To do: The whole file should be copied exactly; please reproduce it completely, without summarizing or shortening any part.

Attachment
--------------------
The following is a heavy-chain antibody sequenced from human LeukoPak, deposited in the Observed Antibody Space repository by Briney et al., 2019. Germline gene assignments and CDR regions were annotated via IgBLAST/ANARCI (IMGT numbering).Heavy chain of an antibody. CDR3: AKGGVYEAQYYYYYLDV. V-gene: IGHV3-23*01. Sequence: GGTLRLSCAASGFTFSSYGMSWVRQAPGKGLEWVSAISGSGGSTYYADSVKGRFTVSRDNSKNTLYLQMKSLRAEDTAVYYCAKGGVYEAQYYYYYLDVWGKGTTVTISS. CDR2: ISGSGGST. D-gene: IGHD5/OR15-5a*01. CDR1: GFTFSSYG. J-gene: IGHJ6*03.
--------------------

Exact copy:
The following is a heavy-chain antibody sequenced from human LeukoPak, deposited in the Observed Antibody Space repository by Briney et al., 2019. Germline gene assignments and CDR regions were annotated via IgBLAST/ANARCI (IMGT numbering).Heavy chain of an antibody. CDR3: AKGGVYEAQYYYYYLDV. V-gene: IGHV3-23*01. Sequence: GGTLRLSCAASGFTFSSYGMSWVRQAPGKGLEWVSAISGSGGSTYYADSVKGRFTVSRDNSKNTLYLQMKSLRAEDTAVYYCAKGGVYEAQYYYYYLDVWGKGTTVTISS. CDR2: ISGSGGST. D-gene: IGHD5/OR15-5a*01. CDR1: GFTFSSYG. J-gene: IGHJ6*03.